As surely any boxing fan knows, the great, the incomparable, the immortal Muhammad Ali would have celebrated his 75th birthday today, January 17, 2017. Sadly, as everyone does know, The Greatest left us in June of last year. What Ali left behind is far, far more than a legacy as the finest heavyweight boxer of all time.
Ali meant so much to so many people; from a political standpoint, to a sporting standpoint, to a racial standpoint and more. George Foreman perhaps said it best years ago, when he said that everybody, from any walk of life, was “lifted up a notch” when they met Ali. But speaking from a boxing standpoint only, Ali thrilled fans and gave a piece of himself in a manner that will never be repeated.
Ali fought in a different era of course, when the sport was vastly different. Fighters fought more often, they could never have dreamed of the luxury of “cherry picking” the way fans have to watch the best fighters of today do and the paydays were nowhere near as monstrous as they often are now.
If a fighter of Ali’s exceptional talents – talents in the ring, outside of it and from a self promotional standpoint – was around today, it’s likely he would never lose (see Floyd Mayweather; a great fighter, but one who benefited greatly from being able to do things his way: as in fight whoever he wanted to and avoid whoever he wanted to).
Look at the almost ludicrous list of quality opposition Ali faced during his 21-year pro career:
Sonny Liston (twice)
Floyd Patterson (twice)
Joe Frazier (three times)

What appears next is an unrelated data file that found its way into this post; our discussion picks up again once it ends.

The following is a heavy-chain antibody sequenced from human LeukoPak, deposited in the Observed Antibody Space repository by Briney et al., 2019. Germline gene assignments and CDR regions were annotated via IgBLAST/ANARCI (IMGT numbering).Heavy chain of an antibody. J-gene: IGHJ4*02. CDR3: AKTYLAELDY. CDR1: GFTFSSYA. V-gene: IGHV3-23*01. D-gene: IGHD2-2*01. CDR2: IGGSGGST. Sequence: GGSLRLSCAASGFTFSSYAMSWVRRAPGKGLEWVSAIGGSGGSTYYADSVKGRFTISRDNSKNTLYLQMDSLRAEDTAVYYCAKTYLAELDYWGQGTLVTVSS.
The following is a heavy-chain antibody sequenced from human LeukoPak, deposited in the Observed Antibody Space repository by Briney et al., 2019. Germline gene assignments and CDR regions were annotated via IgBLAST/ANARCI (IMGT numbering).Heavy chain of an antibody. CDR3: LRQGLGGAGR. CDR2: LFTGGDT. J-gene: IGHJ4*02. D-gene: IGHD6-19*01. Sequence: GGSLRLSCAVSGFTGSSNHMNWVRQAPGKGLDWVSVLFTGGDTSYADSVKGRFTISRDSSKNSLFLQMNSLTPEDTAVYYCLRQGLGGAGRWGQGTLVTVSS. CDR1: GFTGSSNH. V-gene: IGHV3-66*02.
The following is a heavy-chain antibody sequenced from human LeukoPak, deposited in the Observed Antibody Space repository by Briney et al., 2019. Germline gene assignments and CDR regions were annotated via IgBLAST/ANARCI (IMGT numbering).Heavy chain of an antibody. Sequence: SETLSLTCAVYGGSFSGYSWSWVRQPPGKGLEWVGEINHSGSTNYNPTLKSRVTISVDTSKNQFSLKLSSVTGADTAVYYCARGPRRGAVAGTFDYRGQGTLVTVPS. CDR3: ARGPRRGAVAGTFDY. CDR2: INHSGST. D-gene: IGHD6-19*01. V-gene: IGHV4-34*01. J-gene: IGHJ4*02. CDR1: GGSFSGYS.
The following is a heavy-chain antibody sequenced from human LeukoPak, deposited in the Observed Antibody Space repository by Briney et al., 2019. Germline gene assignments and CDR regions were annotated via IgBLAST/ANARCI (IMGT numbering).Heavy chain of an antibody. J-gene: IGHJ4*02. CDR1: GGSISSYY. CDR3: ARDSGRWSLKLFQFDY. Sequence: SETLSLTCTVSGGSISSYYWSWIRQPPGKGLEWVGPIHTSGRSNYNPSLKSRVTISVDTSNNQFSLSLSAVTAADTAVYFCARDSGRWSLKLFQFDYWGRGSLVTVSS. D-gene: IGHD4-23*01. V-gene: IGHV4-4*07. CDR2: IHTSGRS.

Ken Norton (three times)
George Chuvalo (twice)
Jerry Quarry (twice)
In short, Ali fought absolutely everyone he should have, as well as plenty of fighters he never had to face. Cherry picking was never even an option in Ali’s day. Consider how fighters had things tougher in Ali’s day: Ali returned, after over three-and-a-half years of enforced inactivity, in 1970; searching for a chance to regain the world champion status he never lost in the ring.
Today, such a giant would have had at least two “warm-up” fights against soft opposition, then he might have fought a fringe contender, then a top-10 guy and then, picking and choosing from the three generally accepted “world” titles that were available, he would have gone for the weakest claimant of one.
Ali? He had to face Jerry Quarry (a world champ today for sure) and then, a mere seven weeks later, the murderously strong and unorthodox Oscar Bonavena (the last, and I mean, the LAST heavyweight a skilled boxer who was attempting to re-tune his skills would have picked to do so against). And after these two rough, tough and dangerous contenders had been dealt with, Ali met “Smokin’” Joe – just over four months after returning from his enforced exile.
No wonder Ali lost to Frazier (but only after a titanic battle; one that left Joe disfigured and beaten up, never to be the same force again.) But Ali, after battling tough and awkward foes such as Norton (twice) and Frazier again, rose to the very top once again, his crown regained with that stunning win over Foreman in 1974.
Would such a comeback be possible these days even if there existed a fighter brave enough, hungry enough and great enough to even try it? It’s doubtful.
Ali’s greatest accomplishment, in the ring, is his overcoming adversity. The Greatest never had it easy, and that’s just the way he liked it. Ali was the best – his unequalled level of quality opposition proves it.